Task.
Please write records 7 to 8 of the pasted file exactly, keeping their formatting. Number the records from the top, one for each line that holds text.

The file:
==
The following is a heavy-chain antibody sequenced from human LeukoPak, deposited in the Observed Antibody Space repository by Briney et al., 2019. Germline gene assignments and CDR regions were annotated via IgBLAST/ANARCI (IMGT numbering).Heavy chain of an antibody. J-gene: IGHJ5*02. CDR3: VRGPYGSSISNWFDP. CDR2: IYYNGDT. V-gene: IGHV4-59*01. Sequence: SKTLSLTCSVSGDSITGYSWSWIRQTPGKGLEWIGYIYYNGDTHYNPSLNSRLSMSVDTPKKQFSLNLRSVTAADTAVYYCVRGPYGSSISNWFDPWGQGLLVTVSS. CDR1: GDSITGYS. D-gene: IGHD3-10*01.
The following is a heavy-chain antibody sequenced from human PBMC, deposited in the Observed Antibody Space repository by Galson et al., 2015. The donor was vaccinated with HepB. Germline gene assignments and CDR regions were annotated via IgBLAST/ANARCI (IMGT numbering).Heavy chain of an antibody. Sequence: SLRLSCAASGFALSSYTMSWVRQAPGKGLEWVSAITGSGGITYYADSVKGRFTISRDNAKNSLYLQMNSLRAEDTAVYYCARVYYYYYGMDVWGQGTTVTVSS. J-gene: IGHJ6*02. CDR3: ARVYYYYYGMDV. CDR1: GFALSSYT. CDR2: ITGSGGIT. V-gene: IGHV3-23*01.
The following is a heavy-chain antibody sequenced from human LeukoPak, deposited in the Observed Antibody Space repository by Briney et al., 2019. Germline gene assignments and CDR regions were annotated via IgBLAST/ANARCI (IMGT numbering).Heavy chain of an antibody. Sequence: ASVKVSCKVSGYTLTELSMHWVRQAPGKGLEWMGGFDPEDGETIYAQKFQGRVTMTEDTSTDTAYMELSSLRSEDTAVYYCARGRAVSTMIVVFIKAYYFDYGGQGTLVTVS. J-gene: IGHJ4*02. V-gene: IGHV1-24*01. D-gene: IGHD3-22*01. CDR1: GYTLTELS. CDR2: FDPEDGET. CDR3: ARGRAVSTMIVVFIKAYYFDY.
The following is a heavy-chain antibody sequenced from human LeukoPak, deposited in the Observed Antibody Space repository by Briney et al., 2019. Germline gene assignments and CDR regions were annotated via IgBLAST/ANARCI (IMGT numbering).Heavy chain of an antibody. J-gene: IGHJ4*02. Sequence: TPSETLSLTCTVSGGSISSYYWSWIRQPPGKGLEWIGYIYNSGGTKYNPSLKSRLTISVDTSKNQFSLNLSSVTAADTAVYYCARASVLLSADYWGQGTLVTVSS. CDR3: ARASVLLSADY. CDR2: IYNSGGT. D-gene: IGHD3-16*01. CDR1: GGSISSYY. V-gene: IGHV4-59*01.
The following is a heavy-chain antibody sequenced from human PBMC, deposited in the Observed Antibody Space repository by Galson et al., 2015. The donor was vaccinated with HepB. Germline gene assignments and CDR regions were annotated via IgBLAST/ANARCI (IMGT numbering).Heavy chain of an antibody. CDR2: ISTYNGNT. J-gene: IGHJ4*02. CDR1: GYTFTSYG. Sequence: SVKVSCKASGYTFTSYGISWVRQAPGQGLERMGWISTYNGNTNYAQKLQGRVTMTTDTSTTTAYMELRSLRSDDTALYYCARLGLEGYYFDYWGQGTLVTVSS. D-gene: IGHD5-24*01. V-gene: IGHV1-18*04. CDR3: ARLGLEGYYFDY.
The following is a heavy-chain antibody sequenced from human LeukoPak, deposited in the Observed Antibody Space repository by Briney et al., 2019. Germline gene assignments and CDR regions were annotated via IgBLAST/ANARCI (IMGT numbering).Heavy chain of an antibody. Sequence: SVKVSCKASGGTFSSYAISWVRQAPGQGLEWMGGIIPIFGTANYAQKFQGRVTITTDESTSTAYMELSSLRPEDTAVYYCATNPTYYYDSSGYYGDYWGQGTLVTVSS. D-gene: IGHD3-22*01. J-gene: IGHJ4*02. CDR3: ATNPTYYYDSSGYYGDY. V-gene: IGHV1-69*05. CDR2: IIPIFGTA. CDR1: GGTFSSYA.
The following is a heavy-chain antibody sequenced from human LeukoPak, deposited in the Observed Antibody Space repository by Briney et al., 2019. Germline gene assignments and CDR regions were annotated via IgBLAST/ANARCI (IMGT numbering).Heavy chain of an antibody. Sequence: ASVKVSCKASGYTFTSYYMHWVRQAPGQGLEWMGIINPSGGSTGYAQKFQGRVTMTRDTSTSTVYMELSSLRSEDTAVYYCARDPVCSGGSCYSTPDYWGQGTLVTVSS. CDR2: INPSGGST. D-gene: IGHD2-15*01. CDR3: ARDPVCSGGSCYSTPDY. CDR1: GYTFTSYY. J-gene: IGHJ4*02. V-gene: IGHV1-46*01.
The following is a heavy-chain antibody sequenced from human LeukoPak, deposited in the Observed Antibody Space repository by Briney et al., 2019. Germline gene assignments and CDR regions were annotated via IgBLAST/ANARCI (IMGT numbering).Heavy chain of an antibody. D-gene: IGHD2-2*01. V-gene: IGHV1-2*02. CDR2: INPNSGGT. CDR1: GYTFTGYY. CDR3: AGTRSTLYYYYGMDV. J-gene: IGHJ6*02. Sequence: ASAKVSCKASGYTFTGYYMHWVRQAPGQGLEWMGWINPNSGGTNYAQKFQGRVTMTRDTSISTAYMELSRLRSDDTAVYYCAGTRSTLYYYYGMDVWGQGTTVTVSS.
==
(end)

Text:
The following is a heavy-chain antibody sequenced from human LeukoPak, deposited in the Observed Antibody Space repository by Briney et al., 2019. Germline gene assignments and CDR regions were annotated via IgBLAST/ANARCI (IMGT numbering).Heavy chain of an antibody. Sequence: ASVKVSCKASGYTFTSYYMHWVRQAPGQGLEWMGIINPSGGSTGYAQKFQGRVTMTRDTSTSTVYMELSSLRSEDTAVYYCARDPVCSGGSCYSTPDYWGQGTLVTVSS. CDR2: INPSGGST. D-gene: IGHD2-15*01. CDR3: ARDPVCSGGSCYSTPDY. CDR1: GYTFTSYY. J-gene: IGHJ4*02. V-gene: IGHV1-46*01.
The following is a heavy-chain antibody sequenced from human LeukoPak, deposited in the Observed Antibody Space repository by Briney et al., 2019. Germline gene assignments and CDR regions were annotated via IgBLAST/ANARCI (IMGT numbering).Heavy chain of an antibody. D-gene: IGHD2-2*01. V-gene: IGHV1-2*02. CDR2: INPNSGGT. CDR1: GYTFTGYY. CDR3: AGTRSTLYYYYGMDV. J-gene: IGHJ6*02. Sequence: ASAKVSCKASGYTFTGYYMHWVRQAPGQGLEWMGWINPNSGGTNYAQKFQGRVTMTRDTSISTAYMELSRLRSDDTAVYYCAGTRSTLYYYYGMDVWGQGTTVTVSS.